I travel a fair amount in my job. I also need to be connected to the web regularly so I carry a Windows Mobile based phone so that I can get email quickly and occasionally go out to a site.
Even though I carry this phone, I still need to hook up my laptop on an occasional basis. This allows me to grab emails that are too big, have attachments that I can’t read on my phone or check a site that doesn’t format down to my phone (I am sure that I will rant about these things in the future).
But as I sit here on the floor of an airport leaning against the wall just so I can get some more power, I am fuming. Why can’t airports realize that their best customers are businesspeople that need access to power? As I write this post, I have had a dozen people look at me with envy because I found the outlet. Two people have even whispered to me to let them know when I am almost done so that they can get in line for my wonderful floor seat.
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Some of you are not going to get this post. I live in the Midwest, not in Boston or New York. There are different rules of etiquette in driving in those two cities but everywhere else is pretty much like the Midwest (or should be).
When I was a kid (as my children say – back when TV was black and white, the radios only played AM, and a CD was bought by rich people at the bank), we always let others in when driving and were stopped at a stoplight. You know the situation, you are the 5th car from the light, some poor soul just spent half of his savings at the gas station on the corner, and now he needs to enter the traffic stream. Back in the dark ages, that driver would give you a wave of thanks and usually even mouth a “Thank you” in your direction.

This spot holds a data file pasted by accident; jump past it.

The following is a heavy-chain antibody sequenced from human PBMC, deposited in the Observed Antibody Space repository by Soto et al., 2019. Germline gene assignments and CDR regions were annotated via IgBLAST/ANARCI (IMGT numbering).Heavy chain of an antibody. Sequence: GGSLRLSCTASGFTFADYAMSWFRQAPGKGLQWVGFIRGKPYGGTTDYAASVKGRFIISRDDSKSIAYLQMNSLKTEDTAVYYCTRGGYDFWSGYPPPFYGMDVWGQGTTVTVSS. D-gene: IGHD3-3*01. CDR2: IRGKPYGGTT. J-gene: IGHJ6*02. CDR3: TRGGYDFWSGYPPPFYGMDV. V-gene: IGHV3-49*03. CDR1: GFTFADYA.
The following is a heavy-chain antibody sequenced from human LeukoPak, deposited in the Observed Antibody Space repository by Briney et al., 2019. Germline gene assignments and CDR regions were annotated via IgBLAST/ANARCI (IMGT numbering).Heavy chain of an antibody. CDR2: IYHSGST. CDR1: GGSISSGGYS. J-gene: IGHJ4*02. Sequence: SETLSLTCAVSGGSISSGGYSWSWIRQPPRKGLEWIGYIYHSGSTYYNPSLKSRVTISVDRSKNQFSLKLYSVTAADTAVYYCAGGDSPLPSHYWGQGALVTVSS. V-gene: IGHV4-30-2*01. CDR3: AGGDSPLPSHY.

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I am a very polite person (okay stop laughing). I was taught by my dear mother to always be polite to others, especially strangers.
So why is it so hard to say “I’m Sorry” (my apologies to the great Elton John and his songwriter Bernie Taupin for stealing this line – couldn’t resist).
It is one thing to be bumped in a crowd. Everyone understands that you are going to bumped, fondled, and stepped on in a crowd of noisy and obnoxious people. But if I am standing in a spot with plenty of room around me for even the biggest and fattest person to crawl through, I expect you to not step on my toes.
If you do step on me, hit me with your 20 pound purse or sneeze on me, would it kill ya to say “Sorry Dude” after I get back up from the floor where you knocked me?
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So why don’t iPods support WMA and similarly, why don’t other devices support AAC (Apple’s format)?
The why is simple. WMA is the format that many companies (e.g. Yahoo) use in their stores to sell music. WMA is developed by Microsoft and it is a competitor. Is it a better sounding format? For the most part, no it is not – the formats are essentially tied in audio capability for the average listener and the average audio speakers.
So it is a competitive issue. Apple makes the best device on the market with something like 90% market share. They don’t like Microsoft, so they don’t play nice to Microsoft. It definitely is not a revenue issue for selling songs on iTunes since at 99 cents per song, Apple isn’t making a lot of money on the songs. They do make a bunch of money for every iPod that is sold though.
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I will dedicate my first rant to one of my least favorite things to deal with and try to circumvent: music formats.
I spend a lot of time listening to audio. I drive a great deal in my car so I regularly hook up my iPod to my car stereo to listen to music, audible books, and podcasts. I have owned a lot of different portable music devices over the years and the iPod is by far the best designed. At its basic level, it supports AAC, MP3 and WAV format. It doesn’t, however, support WMA. Why?
Why can’t all portable audio devices play all formats? Why can’t my iPod play WMA? Why can’t my daughter’s Creative Zen play AAC?
This makes no sense.
More on this topic later…